The choice of an appropriate carrier and its microarchitectural design is integral in directing bone ingrowth into the defect site and determining its subsequent rate of bone formation and remodeling. We have selected a three-dimensional polycaprolactone (PCL) scaffold with an interconnected honeycomb-like porous structure to provide a conduit for vasculature ingrowth as well as an osteoconductive pathway to guide recruited cells responding to a unique triphasic release of osteoinductive bone morphogenetic proteins (BMP) from these PCL scaffolds. We hypothesize that the use of recombinant human bone morphogenetic protein 2 (rhBMP2)-PCL constructs promotes rapid union and bone regeneration of a large defect. Results of our pilot study on a unilateral 15mm mid-diaphyseal segmental rabbit ulna defect demonstrated enhanced bone healing with greater amount of bone formation and bridging under plain radiography and microcomputed tomography imaging when compared with an empty PCL and untreated group after 8 weeks postimplantation. Quantitative measurements showed significantly higher bone volume fraction and trabecular thickness, with lower trabecular separation in the rhBMP2-treated groups. Histology evaluation also revealed greater mature bone formation spanning across the entire scaffold region compared with other groups, which showed no bone regeneration within the central defect zone. We highlight that it is the uniqueness of the scaffold having a highly porous network of channels that promoted vascular integration and allowed for cellular infiltration, leading to a discontinuous triphasic BMP2 release profile that mimicked the release profile during natural repair mechanisms in vivo. This study serves as preclinical evidence demonstrating the potential of combining osteoinductive rhBMP2 with our PCL constructs for the repair of large defects in a large animal model.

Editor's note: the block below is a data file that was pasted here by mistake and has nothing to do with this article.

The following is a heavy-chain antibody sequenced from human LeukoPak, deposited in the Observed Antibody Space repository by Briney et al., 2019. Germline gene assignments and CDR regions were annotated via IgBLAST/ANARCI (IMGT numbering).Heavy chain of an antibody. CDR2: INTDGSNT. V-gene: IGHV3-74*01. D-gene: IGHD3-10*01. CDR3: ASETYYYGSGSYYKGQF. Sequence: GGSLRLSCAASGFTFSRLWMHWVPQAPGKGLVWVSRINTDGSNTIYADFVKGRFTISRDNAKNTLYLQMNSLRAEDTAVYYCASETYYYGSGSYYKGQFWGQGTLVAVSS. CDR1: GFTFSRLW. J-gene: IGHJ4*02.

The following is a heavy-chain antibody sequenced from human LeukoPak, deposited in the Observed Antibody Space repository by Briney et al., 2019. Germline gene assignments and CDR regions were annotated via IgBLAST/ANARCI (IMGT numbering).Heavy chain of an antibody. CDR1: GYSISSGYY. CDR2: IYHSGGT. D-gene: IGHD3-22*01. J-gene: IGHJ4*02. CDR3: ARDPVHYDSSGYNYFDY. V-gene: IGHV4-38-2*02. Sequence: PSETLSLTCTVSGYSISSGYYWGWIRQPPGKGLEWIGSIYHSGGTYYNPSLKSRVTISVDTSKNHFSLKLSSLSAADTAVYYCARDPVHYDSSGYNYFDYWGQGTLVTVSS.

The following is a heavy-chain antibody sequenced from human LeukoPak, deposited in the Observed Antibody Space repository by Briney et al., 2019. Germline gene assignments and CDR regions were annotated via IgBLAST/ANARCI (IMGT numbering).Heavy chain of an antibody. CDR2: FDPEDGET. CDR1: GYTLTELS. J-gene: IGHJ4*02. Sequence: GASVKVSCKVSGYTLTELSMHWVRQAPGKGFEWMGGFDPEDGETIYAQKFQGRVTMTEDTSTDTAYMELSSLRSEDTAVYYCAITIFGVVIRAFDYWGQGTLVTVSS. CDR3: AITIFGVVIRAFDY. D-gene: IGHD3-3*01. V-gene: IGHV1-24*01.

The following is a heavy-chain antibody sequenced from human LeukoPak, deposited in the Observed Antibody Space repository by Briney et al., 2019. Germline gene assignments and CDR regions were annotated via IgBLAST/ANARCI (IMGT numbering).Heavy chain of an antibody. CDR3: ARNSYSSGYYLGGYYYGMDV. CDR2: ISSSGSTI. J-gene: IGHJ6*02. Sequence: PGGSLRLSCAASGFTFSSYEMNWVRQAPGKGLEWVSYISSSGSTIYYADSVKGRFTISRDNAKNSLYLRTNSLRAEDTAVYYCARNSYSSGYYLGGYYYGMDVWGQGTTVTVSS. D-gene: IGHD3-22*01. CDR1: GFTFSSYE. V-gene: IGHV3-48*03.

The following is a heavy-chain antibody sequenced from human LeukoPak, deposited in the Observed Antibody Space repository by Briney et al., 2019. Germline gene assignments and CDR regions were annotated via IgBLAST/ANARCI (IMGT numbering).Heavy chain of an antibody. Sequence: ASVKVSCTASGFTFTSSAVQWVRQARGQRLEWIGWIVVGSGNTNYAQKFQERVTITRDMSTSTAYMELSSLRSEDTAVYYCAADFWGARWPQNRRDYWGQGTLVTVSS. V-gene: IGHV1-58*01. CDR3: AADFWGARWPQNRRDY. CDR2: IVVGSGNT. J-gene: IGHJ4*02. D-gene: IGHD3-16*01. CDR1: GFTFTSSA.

ASJC Scopus subject areas
- Biomedical Engineering